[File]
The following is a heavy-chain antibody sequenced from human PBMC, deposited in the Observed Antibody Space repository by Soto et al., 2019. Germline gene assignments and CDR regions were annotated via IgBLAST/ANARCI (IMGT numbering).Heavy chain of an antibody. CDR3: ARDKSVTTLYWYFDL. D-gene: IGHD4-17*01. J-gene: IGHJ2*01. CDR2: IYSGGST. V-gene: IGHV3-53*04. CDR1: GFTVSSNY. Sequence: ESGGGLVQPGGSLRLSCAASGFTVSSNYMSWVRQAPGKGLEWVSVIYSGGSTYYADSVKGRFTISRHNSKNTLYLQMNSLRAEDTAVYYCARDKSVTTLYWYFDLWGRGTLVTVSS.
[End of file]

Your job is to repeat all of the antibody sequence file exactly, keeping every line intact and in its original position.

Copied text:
The following is a heavy-chain antibody sequenced from human PBMC, deposited in the Observed Antibody Space repository by Soto et al., 2019. Germline gene assignments and CDR regions were annotated via IgBLAST/ANARCI (IMGT numbering).Heavy chain of an antibody. CDR3: ARDKSVTTLYWYFDL. D-gene: IGHD4-17*01. J-gene: IGHJ2*01. CDR2: IYSGGST. V-gene: IGHV3-53*04. CDR1: GFTVSSNY. Sequence: ESGGGLVQPGGSLRLSCAASGFTVSSNYMSWVRQAPGKGLEWVSVIYSGGSTYYADSVKGRFTISRHNSKNTLYLQMNSLRAEDTAVYYCARDKSVTTLYWYFDLWGRGTLVTVSS.